Space 1999 #33: New Adam, New Eve

"God" takes four Alphans to a new Eden to restart the human race.
WHEN: The episode takes place 1095 days after Breakaway on Sep.12 2002. It first aired on Oct.9 1976.

REVIEW: What does God need with a moonbase? Space 1999 does Star Trek V, or if you care about proper chronology, "Who Mourns for Adonais?", with an immortal being that creates divine effects mechanically. Instead of a Greek god, Magus claims to have been such famous wizards as Merlin. That's AFTER his first story falls apart. I'm just scratching my head wondering how Helena can spend any amount of time believing this flim-flam man. Alpha has already encountered too many aliens who can do anything with the wave of a hand for anyone to start thinking this is miraculous.

Had the episode taken place during Season 1, I think it might have been more of a meditation on religion and faith. As it is, it's only briefly touched on. Instead, Season 2's theme of forging our own destinies is restated. Nice to see, but not particularly complex. This "God" does give the Alphans a lot to shout "free will" about, including turning them into swingers. There's obviously something in the air (I believe it's what you'd call "soft focus") and Helena winds up in Tony's arms, and Maya in Koenig's. Mutated monsters rescue us from fanfic romance before it goes too far, thankfully. The characters bristle at being told who to mate with, and call Magus out on his choice of pairings. They're more than a little ridiculous. If you needed some new Adams and Eves to reboot the human race, would two of your subjects be as old as Koenig and Russell? And would one of these humans be a Psychon? The latter makes a bit more sense when we discover Magus is just a guy who likes to conduct genetic experiments.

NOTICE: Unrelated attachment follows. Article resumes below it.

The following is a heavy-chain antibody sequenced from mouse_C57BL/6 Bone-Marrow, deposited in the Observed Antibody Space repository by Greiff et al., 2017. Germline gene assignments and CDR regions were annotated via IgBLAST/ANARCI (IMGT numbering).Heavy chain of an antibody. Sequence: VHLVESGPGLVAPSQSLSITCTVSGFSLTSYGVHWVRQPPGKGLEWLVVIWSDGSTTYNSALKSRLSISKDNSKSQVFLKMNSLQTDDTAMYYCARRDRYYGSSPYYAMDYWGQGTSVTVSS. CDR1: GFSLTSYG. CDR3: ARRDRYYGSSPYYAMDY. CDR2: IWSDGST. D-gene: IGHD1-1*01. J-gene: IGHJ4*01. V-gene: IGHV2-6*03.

The mechanics of the plot work well, at least. Magus' powers are dependent on daylight, something that's shown in several ways so the characters can come to the right conclusion. He's sloppy, but not so dumb that it's no feat beating him. The pit trap is a good moment - he goes down the hole satisfyingly - and then New Eden just blows up under the Moon's gravitational stress. Well, okay. You'd think the Moon would crack too though. I guess the whole thing was an artificial construct held together by Magus' willpower, like the Beyonder planet or something. That's fine. I also like how the people left on the Moonbase have accepted all the explosions around them are probably just someone trying to force Koenig to do something. It happens often enough; no use thinking it's about them.

Guy Rolfe is the Magus; at least one breed of geek will know him from the Puppet Master movie series.

- A straightforward story, somewhere between one of Trek's false gods episodes and The Island of Dr. Moreau. Nothing fancy, but nothing terrible.



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